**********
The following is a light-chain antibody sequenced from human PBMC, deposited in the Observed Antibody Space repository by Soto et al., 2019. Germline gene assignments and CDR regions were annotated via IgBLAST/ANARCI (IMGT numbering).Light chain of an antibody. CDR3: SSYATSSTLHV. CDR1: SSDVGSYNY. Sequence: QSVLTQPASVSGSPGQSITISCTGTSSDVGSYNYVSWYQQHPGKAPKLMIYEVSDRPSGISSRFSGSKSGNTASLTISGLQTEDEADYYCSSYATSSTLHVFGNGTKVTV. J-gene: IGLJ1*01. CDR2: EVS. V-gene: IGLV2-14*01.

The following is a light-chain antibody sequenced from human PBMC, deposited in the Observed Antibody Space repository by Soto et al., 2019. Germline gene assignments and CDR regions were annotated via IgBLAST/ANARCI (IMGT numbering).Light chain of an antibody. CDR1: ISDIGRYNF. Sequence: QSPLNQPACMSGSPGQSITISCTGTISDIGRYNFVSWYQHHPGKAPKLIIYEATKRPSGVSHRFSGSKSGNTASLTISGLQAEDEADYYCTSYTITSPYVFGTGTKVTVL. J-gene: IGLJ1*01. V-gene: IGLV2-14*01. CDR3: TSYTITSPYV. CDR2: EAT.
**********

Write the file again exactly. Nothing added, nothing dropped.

The following is a light-chain antibody sequenced from human PBMC, deposited in the Observed Antibody Space repository by Soto et al., 2019. Germline gene assignments and CDR regions were annotated via IgBLAST/ANARCI (IMGT numbering).Light chain of an antibody. CDR3: SSYATSSTLHV. CDR1: SSDVGSYNY. Sequence: QSVLTQPASVSGSPGQSITISCTGTSSDVGSYNYVSWYQQHPGKAPKLMIYEVSDRPSGISSRFSGSKSGNTASLTISGLQTEDEADYYCSSYATSSTLHVFGNGTKVTV. J-gene: IGLJ1*01. CDR2: EVS. V-gene: IGLV2-14*01.

The following is a light-chain antibody sequenced from human PBMC, deposited in the Observed Antibody Space repository by Soto et al., 2019. Germline gene assignments and CDR regions were annotated via IgBLAST/ANARCI (IMGT numbering).Light chain of an antibody. CDR1: ISDIGRYNF. Sequence: QSPLNQPACMSGSPGQSITISCTGTISDIGRYNFVSWYQHHPGKAPKLIIYEATKRPSGVSHRFSGSKSGNTASLTISGLQAEDEADYYCTSYTITSPYVFGTGTKVTVL. J-gene: IGLJ1*01. V-gene: IGLV2-14*01. CDR3: TSYTITSPYV. CDR2: EAT.